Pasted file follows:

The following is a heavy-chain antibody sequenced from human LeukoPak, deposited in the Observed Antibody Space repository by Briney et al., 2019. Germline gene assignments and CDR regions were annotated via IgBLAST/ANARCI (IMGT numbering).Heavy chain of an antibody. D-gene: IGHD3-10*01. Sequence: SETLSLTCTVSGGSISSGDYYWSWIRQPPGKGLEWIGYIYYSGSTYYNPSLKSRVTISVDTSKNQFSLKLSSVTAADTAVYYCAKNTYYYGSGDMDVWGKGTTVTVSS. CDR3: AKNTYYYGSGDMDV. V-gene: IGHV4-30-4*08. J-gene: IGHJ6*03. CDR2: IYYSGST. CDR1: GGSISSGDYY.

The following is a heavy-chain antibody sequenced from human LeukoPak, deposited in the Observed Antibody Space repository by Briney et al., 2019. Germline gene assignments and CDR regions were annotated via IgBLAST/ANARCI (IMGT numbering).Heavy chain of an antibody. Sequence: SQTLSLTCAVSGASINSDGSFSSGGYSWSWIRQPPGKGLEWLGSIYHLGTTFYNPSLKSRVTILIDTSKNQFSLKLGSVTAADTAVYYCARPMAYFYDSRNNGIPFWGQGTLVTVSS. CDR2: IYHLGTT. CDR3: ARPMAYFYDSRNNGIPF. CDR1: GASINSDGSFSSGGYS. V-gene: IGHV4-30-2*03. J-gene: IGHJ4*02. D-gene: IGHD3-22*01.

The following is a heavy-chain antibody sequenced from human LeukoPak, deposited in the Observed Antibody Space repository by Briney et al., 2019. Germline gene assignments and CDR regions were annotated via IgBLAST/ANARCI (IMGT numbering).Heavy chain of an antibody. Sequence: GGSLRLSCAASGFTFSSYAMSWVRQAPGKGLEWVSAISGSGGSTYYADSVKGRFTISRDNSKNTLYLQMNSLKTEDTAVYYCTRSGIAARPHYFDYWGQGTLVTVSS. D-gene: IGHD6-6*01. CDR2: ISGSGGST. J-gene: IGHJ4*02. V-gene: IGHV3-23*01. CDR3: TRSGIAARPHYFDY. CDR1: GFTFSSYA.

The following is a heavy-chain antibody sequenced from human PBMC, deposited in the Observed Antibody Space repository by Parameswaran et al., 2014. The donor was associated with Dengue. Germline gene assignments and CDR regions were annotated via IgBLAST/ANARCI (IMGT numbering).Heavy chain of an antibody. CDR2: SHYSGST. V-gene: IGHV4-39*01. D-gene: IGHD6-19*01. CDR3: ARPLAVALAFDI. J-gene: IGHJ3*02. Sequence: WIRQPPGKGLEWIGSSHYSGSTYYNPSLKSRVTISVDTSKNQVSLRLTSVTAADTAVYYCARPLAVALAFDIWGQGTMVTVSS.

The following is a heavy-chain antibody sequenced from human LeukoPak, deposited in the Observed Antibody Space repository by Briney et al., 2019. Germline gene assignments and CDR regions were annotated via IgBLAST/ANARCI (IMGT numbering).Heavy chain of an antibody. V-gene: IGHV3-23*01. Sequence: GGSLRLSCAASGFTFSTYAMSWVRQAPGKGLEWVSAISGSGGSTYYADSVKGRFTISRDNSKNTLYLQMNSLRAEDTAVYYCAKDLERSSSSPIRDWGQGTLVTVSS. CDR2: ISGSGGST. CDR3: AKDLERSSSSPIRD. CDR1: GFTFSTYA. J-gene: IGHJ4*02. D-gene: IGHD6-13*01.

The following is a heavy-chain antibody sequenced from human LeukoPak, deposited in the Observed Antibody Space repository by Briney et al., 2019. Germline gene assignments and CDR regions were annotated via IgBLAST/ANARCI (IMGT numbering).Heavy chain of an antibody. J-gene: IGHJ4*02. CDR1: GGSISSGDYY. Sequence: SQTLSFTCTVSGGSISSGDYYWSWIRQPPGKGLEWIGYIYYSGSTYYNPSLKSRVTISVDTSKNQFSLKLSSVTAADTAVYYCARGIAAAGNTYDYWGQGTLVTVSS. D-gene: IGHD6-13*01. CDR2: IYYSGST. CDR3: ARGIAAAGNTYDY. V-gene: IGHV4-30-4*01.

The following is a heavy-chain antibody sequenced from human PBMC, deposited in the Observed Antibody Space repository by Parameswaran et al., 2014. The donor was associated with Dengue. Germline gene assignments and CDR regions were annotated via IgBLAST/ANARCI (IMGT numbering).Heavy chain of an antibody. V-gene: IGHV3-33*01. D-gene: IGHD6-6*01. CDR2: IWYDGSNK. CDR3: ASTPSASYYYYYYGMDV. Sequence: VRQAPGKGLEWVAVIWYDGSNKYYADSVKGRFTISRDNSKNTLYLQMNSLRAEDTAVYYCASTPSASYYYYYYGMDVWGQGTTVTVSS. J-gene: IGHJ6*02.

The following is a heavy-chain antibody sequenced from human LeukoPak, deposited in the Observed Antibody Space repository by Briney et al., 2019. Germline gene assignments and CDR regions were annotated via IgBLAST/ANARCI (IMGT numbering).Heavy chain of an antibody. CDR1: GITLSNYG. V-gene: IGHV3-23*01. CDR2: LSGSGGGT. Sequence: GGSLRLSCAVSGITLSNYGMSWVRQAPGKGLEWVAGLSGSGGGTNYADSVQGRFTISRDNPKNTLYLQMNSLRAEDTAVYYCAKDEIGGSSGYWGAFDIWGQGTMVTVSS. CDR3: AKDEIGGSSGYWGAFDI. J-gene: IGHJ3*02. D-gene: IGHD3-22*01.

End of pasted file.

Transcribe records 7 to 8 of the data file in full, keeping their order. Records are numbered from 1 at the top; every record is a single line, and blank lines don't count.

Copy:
The following is a heavy-chain antibody sequenced from human PBMC, deposited in the Observed Antibody Space repository by Parameswaran et al., 2014. The donor was associated with Dengue. Germline gene assignments and CDR regions were annotated via IgBLAST/ANARCI (IMGT numbering).Heavy chain of an antibody. V-gene: IGHV3-33*01. D-gene: IGHD6-6*01. CDR2: IWYDGSNK. CDR3: ASTPSASYYYYYYGMDV. Sequence: VRQAPGKGLEWVAVIWYDGSNKYYADSVKGRFTISRDNSKNTLYLQMNSLRAEDTAVYYCASTPSASYYYYYYGMDVWGQGTTVTVSS. J-gene: IGHJ6*02.

The following is a heavy-chain antibody sequenced from human LeukoPak, deposited in the Observed Antibody Space repository by Briney et al., 2019. Germline gene assignments and CDR regions were annotated via IgBLAST/ANARCI (IMGT numbering).Heavy chain of an antibody. CDR1: GITLSNYG. V-gene: IGHV3-23*01. CDR2: LSGSGGGT. Sequence: GGSLRLSCAVSGITLSNYGMSWVRQAPGKGLEWVAGLSGSGGGTNYADSVQGRFTISRDNPKNTLYLQMNSLRAEDTAVYYCAKDEIGGSSGYWGAFDIWGQGTMVTVSS. CDR3: AKDEIGGSSGYWGAFDI. J-gene: IGHJ3*02. D-gene: IGHD3-22*01.